Automation in Manufacturing Facilities

Posted on: 23 June 2017


Automation is now widely used in a range of manufacturing processes. Machines are able to complete repetitive work extremely reliably and – unlike human operators – don't get distracted or suffer from fatigue towards the end of a shift. Although some manufacturing facilities are completely automated these days, most rely on a combination of human and machine interactions to produce products. What are the commonly used industrial automation devices that manufacturers prefer in their factories today?

Vibratory Feeding Systems

Often used in pharmaceutical production facilities and food processing factories, vibratory feeding systems help to deliver products in a suitable manner for the next stage of the manufacturing process. This might be, for example, so that pills stand on end so that they can be date stamped. Alternatively, sweets might be vibrated so that they are oriented correctly to be placed in their final packaging. Vibratory feeding systems can also be used to sort imperfect products which are either too small or too large for the product standard because these items will react differently according to the degree of vibration they receive.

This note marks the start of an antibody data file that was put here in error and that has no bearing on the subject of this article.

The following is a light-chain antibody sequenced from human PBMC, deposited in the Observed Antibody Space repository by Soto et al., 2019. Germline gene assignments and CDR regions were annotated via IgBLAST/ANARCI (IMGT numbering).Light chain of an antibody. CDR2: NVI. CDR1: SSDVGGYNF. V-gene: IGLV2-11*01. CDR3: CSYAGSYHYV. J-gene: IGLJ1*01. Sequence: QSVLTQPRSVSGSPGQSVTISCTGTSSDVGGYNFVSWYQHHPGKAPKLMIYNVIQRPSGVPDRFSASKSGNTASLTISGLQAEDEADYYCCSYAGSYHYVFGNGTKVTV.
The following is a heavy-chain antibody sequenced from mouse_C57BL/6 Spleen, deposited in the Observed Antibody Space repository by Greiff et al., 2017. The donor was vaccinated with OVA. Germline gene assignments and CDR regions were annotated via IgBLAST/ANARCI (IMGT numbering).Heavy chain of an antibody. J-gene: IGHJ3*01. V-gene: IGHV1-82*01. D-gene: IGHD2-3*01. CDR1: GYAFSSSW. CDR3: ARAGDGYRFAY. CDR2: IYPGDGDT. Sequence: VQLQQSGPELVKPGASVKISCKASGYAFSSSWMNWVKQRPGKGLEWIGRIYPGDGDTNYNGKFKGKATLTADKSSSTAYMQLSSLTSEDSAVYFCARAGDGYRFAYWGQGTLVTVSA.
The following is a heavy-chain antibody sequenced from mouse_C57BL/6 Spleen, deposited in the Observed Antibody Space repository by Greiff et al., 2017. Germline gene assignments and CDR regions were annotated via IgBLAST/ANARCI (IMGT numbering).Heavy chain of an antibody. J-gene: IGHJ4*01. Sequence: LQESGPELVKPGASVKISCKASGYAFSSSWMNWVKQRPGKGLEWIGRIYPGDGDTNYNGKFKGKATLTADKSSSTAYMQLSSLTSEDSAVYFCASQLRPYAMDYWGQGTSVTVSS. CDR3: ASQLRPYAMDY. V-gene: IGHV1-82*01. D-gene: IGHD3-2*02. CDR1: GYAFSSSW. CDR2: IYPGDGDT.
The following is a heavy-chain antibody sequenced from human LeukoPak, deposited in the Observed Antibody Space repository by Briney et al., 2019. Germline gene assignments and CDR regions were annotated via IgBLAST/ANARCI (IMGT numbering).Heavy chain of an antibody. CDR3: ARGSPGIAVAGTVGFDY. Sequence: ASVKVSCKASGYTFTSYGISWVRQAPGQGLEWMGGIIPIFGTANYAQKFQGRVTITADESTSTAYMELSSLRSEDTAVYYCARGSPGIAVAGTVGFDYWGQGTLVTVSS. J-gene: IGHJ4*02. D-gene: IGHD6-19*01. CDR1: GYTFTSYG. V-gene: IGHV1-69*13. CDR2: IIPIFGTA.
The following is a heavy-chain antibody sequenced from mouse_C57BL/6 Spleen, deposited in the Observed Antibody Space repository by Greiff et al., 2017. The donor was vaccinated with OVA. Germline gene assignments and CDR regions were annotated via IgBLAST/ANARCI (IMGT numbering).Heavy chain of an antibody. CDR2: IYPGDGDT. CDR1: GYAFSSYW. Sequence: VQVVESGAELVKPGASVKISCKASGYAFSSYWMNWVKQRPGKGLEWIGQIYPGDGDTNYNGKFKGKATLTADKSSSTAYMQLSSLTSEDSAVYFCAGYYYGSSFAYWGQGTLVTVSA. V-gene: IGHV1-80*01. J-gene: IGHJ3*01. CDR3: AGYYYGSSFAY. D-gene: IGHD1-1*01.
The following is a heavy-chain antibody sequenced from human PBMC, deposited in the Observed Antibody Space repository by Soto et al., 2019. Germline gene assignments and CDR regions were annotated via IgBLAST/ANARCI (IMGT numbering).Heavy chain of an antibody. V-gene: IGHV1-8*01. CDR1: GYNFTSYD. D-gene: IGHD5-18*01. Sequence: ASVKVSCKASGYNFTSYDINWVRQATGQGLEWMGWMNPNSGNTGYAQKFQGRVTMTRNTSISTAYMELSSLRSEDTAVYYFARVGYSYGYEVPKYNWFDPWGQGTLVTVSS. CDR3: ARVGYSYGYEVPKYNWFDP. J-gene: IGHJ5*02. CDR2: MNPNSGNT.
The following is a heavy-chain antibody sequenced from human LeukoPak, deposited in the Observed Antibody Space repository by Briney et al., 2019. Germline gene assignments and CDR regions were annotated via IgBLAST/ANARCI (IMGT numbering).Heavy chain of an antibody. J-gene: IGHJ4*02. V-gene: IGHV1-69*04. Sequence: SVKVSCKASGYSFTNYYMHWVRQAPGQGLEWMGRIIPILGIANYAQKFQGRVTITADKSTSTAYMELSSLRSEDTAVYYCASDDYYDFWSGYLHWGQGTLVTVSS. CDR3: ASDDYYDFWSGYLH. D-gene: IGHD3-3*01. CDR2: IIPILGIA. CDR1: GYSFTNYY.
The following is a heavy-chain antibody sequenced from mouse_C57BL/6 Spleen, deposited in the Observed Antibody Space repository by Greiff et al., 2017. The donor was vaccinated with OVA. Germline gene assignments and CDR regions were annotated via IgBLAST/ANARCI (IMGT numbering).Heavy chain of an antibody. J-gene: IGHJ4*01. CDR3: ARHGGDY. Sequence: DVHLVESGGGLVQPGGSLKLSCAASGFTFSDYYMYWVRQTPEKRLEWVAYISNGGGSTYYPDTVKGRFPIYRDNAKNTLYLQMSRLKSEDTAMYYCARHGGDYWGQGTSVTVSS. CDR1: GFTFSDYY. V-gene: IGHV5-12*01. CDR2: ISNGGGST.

Robotic Assembly

Robots have long been used in technologically advanced production facilities, such as those making cars and consumer electronic devices. Robots are especially good at doing individual jobs, like laying out wiring over a system or providing spot welds at very precise positions. Many robots that are used in assembly situations need to be monitored to ensure they don't require any recalibration. Today, this monitoring tends to be done by sensors reporting back to a data logger, a system which is itself a type of automation.


Most production facilities work on a line system so that goods begin their journey at one end of it and are ready for shipment when they reach the other. Conveyor belts and low-friction rollers tend to be used to transport goods down a line, but in some facilities, other systems are used, such as autonomous and automated trolleys. Conveyor belt systems still tend to be the preferred method of moving goods between production stages because they can cope with differing heights and tight corners if needed.

Cutting Systems

CNC laser cutters are now widely used to cut all sorts of components to size. Standing for computer numerical control, all that is needed is for a PC to be uploaded with CNC data about the size and shape of a component, and the system's laser will cut it accurately to those dimensions. Paper, plastics, steel and virtually all other materials can be cut using such an automated approach.